Information theory is a branch of the mathematical theory of probability and mathematical statistics, that deals with the concepts of information and information entropy, communication systems, data transmission and rate distortion theory, cryptography, signal-to-noise ratios, data compression, and related topics. It is not to be confused with library and information science or information technology.
Claude E. Shannon (1916-2001) has been called "the father of information theory" (ISBN 0252725484). His theory "considered the transmission of information as a statistical phenomenon" and gave communications engineers a way to determine the capacity of a communication channel in terms of the common currency of bits. The transmission part of the theory is not "concerned with the content of information or the message itself," though the complementary wing of information theory concerns itself with content through lossy compression of messages subject to a fidelity criterion. These two wings of information theory are joined together and mutually justified by the information transmission theorems, or source-channel separation theorems that justify the use of bits as the universal currency for information in many contexts.
It is generally accepted that the modern discipline of information theory began with the publication by Claude E. Shannon of his article "The Mathematical Theory of Communication" in the Bell System Technical Journal in July and October of 1948. This work drew on earlier publications by Harry Nyquist and Ralph Hartley. In the process of working out a theory of communications that could be applied by electrical engineers to design better telecommunications systems, Shannon defined a measure of entropy:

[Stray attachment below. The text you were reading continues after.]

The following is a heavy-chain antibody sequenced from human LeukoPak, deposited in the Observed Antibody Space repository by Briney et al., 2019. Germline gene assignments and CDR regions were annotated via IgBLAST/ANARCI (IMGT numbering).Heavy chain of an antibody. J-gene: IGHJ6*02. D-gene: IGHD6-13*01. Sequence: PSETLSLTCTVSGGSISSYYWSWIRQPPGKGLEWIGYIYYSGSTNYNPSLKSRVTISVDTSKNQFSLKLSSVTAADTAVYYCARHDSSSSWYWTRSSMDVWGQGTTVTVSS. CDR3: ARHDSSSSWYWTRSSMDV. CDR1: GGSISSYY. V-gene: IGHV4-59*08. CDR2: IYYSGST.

Entropy as defined by Shannon is closely related to entropy as defined by physicists. Boltzmann and Gibbs did considerable work on statistical thermodynamics. This work was the inspiration for adopting the term entropy in information theory. There are deep relationships between entropy in the thermodynamic and informational senses. For instance, Maxwell's demon needs information to reverse thermodynamic entropy and getting that information exactly balances out the thermodynamic gain that the demon would otherwise achieve.
Among other useful measures of information is mutual information, a measure of the correlation between two event sets. Mutual information is defined for two events and as